This blog was contributed by Dr John Cater, Vice-Chancellor of Edge Hill University.
Two years ago, every night at 5pm, we were listening to a prevaricating Prime Minister flanked by the Chief Medical Officer and the Chief Scientific Officer. And every morning, at every university, the senior team tried to decipher Boris Johnson’s implicit messaging. This was not an easy task as we progressively withdrew from the traditional living and learning model that had served throughout our careers.
Universities rose to the challenge during the COVID-19 pandemic. The first vaccine was developed in a university, disease epidemiology was modelled in universities, governments were advised, often (if not always) sagely, by universities. Doctors, nurses, paramedics, and operating theatre staff who were trained by universities returned for short upskilling development sessions. Teaching staff and trainees volunteered for frontline roles in the National Health Service; all personal protective equipment was handed to devoid and desperate Hospital Trusts; and analytical equipment and deep freezers were collected by the Ministry of Defence for deployment in Nightingale hospitals.
Many universities went further by housing hundreds of key workers to enable them to continue supporting health care without risking taking infection back into their family homes. They also provided a home (and food) for tens of thousands of students who were not able to, or did not wish to, return to their out-of-term-time base. And universities facilitated and accommodated some of the very first testing and vaccination centres.
Universities can claim to have more than played their part in responding to these tragic and challenging circumstances. Unlike the debacle in the assessment of, and progression of, Level Two and Level Three students, universities made modules available online in a matter of days, provided equipment and distributed financial support to home-based or university-hall students and, crucially, graduated, with barely a murmur of concern or dissent, a million or more students.
Every Thursday at eight, saucepans were bashed in support of the National Health Service, shopworkers, refuse collectors, and deservedly so. Universities? Not so much. Why?
As a collective, universities have increasingly lost public support. The esteem in which the sector once bathed has long since faded. Universities are not blameless. In a social media society, peppered by Freedom of Information requests, every quirk, every foible, every error of judgment, risks being magnified, and magnified through a telescope.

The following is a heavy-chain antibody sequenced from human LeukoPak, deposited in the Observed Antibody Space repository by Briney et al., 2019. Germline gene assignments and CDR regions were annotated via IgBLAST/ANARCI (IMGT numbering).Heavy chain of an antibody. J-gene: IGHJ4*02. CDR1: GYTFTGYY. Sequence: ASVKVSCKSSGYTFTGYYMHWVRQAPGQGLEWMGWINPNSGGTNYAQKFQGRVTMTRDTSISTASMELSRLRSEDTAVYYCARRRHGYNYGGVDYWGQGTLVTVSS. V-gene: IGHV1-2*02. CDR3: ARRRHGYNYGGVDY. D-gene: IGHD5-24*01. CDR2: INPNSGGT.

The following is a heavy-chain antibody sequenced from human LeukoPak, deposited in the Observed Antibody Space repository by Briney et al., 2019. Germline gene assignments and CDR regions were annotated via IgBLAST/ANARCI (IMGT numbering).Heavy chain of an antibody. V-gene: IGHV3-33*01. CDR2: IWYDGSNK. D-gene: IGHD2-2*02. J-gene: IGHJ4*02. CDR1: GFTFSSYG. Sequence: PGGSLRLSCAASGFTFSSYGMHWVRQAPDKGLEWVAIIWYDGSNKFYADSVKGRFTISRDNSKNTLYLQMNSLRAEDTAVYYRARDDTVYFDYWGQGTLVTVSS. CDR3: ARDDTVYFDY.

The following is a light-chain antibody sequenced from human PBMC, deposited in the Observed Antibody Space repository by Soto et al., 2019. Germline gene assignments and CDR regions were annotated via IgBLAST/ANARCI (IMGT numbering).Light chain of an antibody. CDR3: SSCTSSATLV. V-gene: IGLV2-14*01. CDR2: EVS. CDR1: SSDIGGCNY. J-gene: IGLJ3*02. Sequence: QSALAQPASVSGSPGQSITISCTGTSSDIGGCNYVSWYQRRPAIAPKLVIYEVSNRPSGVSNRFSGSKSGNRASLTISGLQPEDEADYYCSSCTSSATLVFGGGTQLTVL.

Universities are complex organizations. Even a mid-sized institution will have more than 15,000 students, perhaps 5,000 student homes, 3,000 staff, a billion-pounds estate, theatres, sports centres, retail outlets, catering outlets, bars and social facilities. And things will always go wrong. The most important single thing a long-serving Vice-Chancellor needs is luck, as well as a supportive governing council.
But the sector also needs a supportive state. The collective sigh of relief when the sector emerged bruised rather than battered from the Department for Education’s response to the Augar review was telling. Why should a key engine of growth, a key exporter, the driver of research and development, feel relief when its real-term’s teaching funding is cut by a third between 2012 and 2025? Why should five pence off a litre of fuel matter more than life chances for thousands of young people in the state’s spending priorities?
Political parties spend hundreds of thousands on market research. Media professionals know what resonates with their key audiences. And, despite much of the evidence base and the sterling work of many, it is not universities.
But there is a dichotomy. Parents overwhelmingly want their children to have a university education and, despite continued attempts to redefine that, a three-year undergraduate degree, often away from (but not too far away from) home, remains the goal, the perceived gold standard. And, stripped back, whilst there may be an argument for re-shaping (some) education, no one wants a less educated society. Graduates are more likely to be contributors, socially and economically, to a cohesive society, to make fewer demands on the underpinning state.
Ask any Brexiteer and see how few have changed their minds. We all have ‘sunk costs’, opinions we’ve formed, decisions we’ve subscribed to, and resources we’ve committed, that we’re reluctant to waver from. Changing perceptions takes evidence and time. And perception change is best built from the bottom up. The family, the applicant, the beneficiary of a new drug treatment, the local community dependent on the university pound, the sub-regional economy. It’s a long process, but evidence of the extent of the role universities play in society’s dependence has been there throughout the past 25 months. The extent to which it has resonated? Rather less.
We will return to our usual blog schedule on Wednesday 20 April.
Our hybrid Policy Briefing Day is on 27 April 2022. Institutions that support HEPI are entitled to a free place.
Universities have a good intent but become money making machines and elevated themselves above others on the basis of being academics. The fees are appallingly high, especially post lockdown when students were unable to attend f2f lectures because the institutions couldn’t be bothered to install entry based covid screening systems. Yet, there was no discount for remote learning and Uni’s are happy for most students to walk away with +£60K dept for services based upon online learning . Not to mention overseas students fees and the damage this is doing to international trade. Their engagement with industry is little short of pathetic as they talk the talk but can’t walk the walk as few are genuine havens of innovation.
Opportunities for Uni’s are huge but it is essential that there is a major rethink and less back slapping.